On September 11, 2001, the Port Authority of New York and New Jersey Police Department (PAPD) suffered the greatest number of line-of-duty deaths in a single incident in the history of American law enforcement: 37 Port Authority police officers were killed at the World Trade Center.
That statement is not meant to diminish the deaths of 23 New York City police officers or the unimaginable number of 343 New York City firefighters who were also killed that day. No, it is a simple, horrible fact, an unwanted distinction.
The PAPD — the nation’s largest transportation-related police department — and the Port Authority — one of America’s most important public agencies and economic engines — were devastated. Losses included key PAPD and Port Authority leadership personnel. The PAPD needed immediate rebuilding, a resurrection that fell upon the shoulders of a career Port Authority cop named Joseph Morris.
Morris, who served with the PAPD for more than 31 years, was a police inspector the day the Twin Towers came down. He held every rank and served in many key positions in the Criminal Investigations Bureau, Internal Affairs, Headquarters and Facility Police Commands. He also served as a Western Zone commander, the zone that included the World Trade Center Command. Morris’ intimate knowledge of the department and astute understanding of the agency’s civilian operations allowed him to tap into valuable Port Authority resources to address his four highest priorities: heightening law enforcement and security operations at all Port Authority transportation facilities, the World Trade Center recovery effort and rebuilding the PAPD as well as the well-being of his police officers. The job facing Morris was daunting, but he credits the agency’s disaster planning as one valuable resource he locked onto. “Never underestimate the planning,” he cautioned.
Since the first shovel of dirt was removed from the earth to build the original World Trade Center, the PAPD WTC Command has been the law enforcement authority at the complex. In the beginning, the WTC Command used construction trailers as its station house before moving into a permanent station. During the February 26, 1993, bombing of the WTC, that station house was destroyed by the blast. Port Authority cops, wounded and dazed, heroically evacuated thousands from the Towers. A temporary police station was constructed while a new station house was being built. That police station was, again, destroyed in the September 11, 2001, attack. The WTC Command has since occupied a series of interim stations and is now located in a two-story temporary structure with plans for a new station house under review. Our nation’s enemies must keep asking themselves why the PAPD keeps coming back. The answer from the PAPD is quite simple: “We are not leaving!”
Terror was not new to the PAPD. On December 29, 1975, a bomb exploded in a LaGuardia Airport terminal, killing 11 people and injuring 74 more. In May 1981, a bomb explosion rocked the Pan Am terminal at JFK Airport, resulting in one death. A second unexploded device was found elsewhere in the terminal. Again in 1981, on September 26, an anti-apartheid protest at JFK’s British Airways terminal became violent when a protester threw acid into the eyes of a Port Authority cop, permanently blinding him. On February 26, 1993, a truck filled with explosives was ignited in the public garage beneath the massive World Trade Center complex, causing six fatalities, the death of an unborn child and more than 1,000 injuries. In addition, many terror plots targeting Port Authority facilities, such as plots to blow up fuel lines and tanks at JFK International Airport and plans to place explosives in the PATH Rail System tunnels beneath the Hudson River, have been uncovered and disrupted. Morris was on the job during all these events. Every Port Authority police officer knows when he or she breaks roll call, a target is on their backs. Not a pleasant way to begin one’s day, but a reality.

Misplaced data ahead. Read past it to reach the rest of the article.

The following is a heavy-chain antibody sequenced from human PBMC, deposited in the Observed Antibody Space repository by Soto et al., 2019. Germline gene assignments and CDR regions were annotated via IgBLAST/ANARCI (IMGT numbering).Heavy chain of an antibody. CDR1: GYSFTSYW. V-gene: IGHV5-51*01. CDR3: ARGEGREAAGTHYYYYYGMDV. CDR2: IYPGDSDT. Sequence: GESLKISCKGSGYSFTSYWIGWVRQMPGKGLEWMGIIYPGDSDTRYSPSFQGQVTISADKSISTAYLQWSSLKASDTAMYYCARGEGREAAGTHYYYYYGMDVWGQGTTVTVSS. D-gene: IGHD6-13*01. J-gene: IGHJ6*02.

As much as September 11 was shocking, it wasn’t a wake-up call for the PAPD; it was more akin to a knockout punch in a long, hard-fought fight against terror. It is fair to say the PAPD got its ass kicked that day by an enemy whose planning and execution were near perfect. The members of the PAPD are eternally grateful to the young men and women who went to war, many never to return, who more than evened the score.
Morris’ past experiences, particularly the 1993 bombing of the World Trade Center, prepared him for leadership. He recalled the words of then-Chief James Nachstein (with whom he responded to the Trade Center), who, in 1993, described his and PAPD’s leadership responsibility as follows: “We were involved in a tidal wave, it was our job not to drown but to bring order to the chaos.” Major operations, such as Op Sail 2000 and Y2K, also helped prepare Morris for what was ahead. “During those times I was able to observe and learn how the top-level thinks,” he says.
The 1993 bombing, though, was different. Morris turned to his driver as they were on the Williamsburg Bridge with a view of the burning Towers and said, “This is not like ’93, the buildings are not our friends, now they are our enemies.” Morris’ prophetic words paid homage to the strength of the Twin Towers during the 1993 bombing, a strength now sapped by extensive trauma and jet fuel-fed infernos.
While on scene that terrible day, Morris was instrumental in creating command and control for a department torn apart and decimated. Fred Morrone, the PAPD superintendent, perished after entering the towers to rescue people. Chief of Police Operations James Romito was killed after he climbed to the upper floors to help those trapped. Port Authority civilian leadership quickly was made aware of the importance of PAPD command continuity to lead the herculean effort ahead at the World Trade Center and PAPD commands. On September 26, 2001, Morris, who spent the previous 25 days trying to bring order to the chaos of the World Trade Center site, was elevated to the position of chief of department. He knew what faced him and embraced it, not only for the department he loved, but for those who lost their lives and the families they left behind.
Late in the evening of September 11, Morris gathered all available PAPD personnel at the WTC site to the department’s temporary incident command post set up in a gymnasium at Manhattan Community College. He faced a few hundred police officers still in shock, with their uniforms and faces covered in World Trade Center ash. Some had difficulty seeing due to eye injuries suffered in the collapses; others were covered with bruises, burned skin and lacerations. He told most of the officers something they did not want to hear: He ordered all but Emergency Service Unit officers to return to their commands. He said he wanted them to get some sleep because after that night they wouldn’t be getting much at all. Morris knew what was coming, and it wasn’t pretty.